Healthcare is important to everyone and, if healthcare is to continue to develop, the need for clinical trials becomes more clear. The Covid-19 pandemic alone required the rapid development of vaccines to try to stem the spread of the disease. One of the things that made this possible was the use of clinical trials.
Healthcare professionals around the world have a vested interest in improving their services. But every person will, at some point in their lives, require a robust healthcare system that can treat them. But what are clinical trials, and how can they help?
What Are Clinical Trials?
“Clinical trial” is a broad term that describes any biomedical or behavioral research study of humans. Each individual trial is designed to answer a specific question about how certain interventions (such as drugs, vaccines, or treatments) affect human subjects. The trial will determine whether the intervention is safe and effective.
Clinical trials occur very far down the development stage of these new interventions, and are one of the final tests before the intervention is released. Typically, they go through four phases:
- Phase One. These trials are tested on a small group of around 20-80 individuals to evaluate safety.
- Phase Two. These trials study the effects on a group of several hundred people to determine effectiveness and safety.
- Phase Three. These trials study large groups of hundreds or thousands of people, with other interventions being used as comparison. This trial collects information about the safety of the intervention and monitors any adverse effects.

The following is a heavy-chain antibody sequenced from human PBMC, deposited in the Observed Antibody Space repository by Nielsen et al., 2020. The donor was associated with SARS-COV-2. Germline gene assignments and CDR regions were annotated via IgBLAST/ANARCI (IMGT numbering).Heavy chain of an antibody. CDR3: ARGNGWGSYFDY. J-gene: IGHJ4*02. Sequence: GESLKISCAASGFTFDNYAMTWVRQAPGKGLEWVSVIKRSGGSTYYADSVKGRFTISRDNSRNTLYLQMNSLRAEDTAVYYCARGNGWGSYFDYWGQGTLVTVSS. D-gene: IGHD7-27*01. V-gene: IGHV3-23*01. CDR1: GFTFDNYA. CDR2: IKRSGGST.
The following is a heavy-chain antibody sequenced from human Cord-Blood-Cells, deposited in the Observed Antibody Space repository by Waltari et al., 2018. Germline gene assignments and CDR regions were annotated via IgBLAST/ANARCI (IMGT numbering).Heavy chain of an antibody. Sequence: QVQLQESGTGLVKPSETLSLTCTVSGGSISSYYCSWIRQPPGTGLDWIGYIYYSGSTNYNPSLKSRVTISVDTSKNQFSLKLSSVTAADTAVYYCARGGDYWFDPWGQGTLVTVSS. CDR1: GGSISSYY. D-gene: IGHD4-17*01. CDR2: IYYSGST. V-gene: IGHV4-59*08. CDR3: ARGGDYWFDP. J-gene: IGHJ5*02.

- Phase Four. These studies occur after the intervention has been marketed and released. Further information is gathered about any effects in the general population.
This is the basic procedure for clinical trials, and it’s already clear why they’re important. Without these trials, new medications and treatments can’t be safely developed. There are other variations in the process of clinical trials.
For example, decentralized clinical trials are centered around the patients in their ordinary lives rather than bringing them to trial sites. This style of clinical trial is becoming far more popular.
Clinical Trials and Quality of Care
So, how can clinical trials and clinical researchers affect the quality of healthcare? Most people only really come into contact with doctors, nurses, and pharmacists. However, there’s a lot more going on behind the scenes.
For example, it’s common knowledge that gut health is far more significant than it looks at first glance. The bacteria in our gut helps to digest food, but it also plays a role in immunity, appetite, and even mental health. It’s only in the last fifteen years that researchers have taken a closer look into gut microbes and general health.
A more recent example of how clinical trials change healthcare for the better is in the field of gene therapy. While it’s controversial, clinical trials suggest that it can be used to treat certain cancers, potentially saving countless lives.
Without clinical trials, many of the medications and treatments that people rely on wouldn’t exist. So, next time you get a vaccine or take an over the counter painkiller, think about the hard work that’s gone into it.